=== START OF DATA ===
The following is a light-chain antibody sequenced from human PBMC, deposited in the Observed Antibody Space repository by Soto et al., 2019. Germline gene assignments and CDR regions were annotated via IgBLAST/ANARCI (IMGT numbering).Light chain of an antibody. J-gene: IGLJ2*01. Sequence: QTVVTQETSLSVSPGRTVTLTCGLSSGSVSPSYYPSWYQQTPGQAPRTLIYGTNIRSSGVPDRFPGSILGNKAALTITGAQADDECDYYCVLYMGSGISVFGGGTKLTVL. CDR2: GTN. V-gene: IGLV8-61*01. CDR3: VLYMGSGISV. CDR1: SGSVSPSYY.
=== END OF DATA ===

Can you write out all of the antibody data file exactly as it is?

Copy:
The following is a light-chain antibody sequenced from human PBMC, deposited in the Observed Antibody Space repository by Soto et al., 2019. Germline gene assignments and CDR regions were annotated via IgBLAST/ANARCI (IMGT numbering).Light chain of an antibody. J-gene: IGLJ2*01. Sequence: QTVVTQETSLSVSPGRTVTLTCGLSSGSVSPSYYPSWYQQTPGQAPRTLIYGTNIRSSGVPDRFPGSILGNKAALTITGAQADDECDYYCVLYMGSGISVFGGGTKLTVL. CDR2: GTN. V-gene: IGLV8-61*01. CDR3: VLYMGSGISV. CDR1: SGSVSPSYY.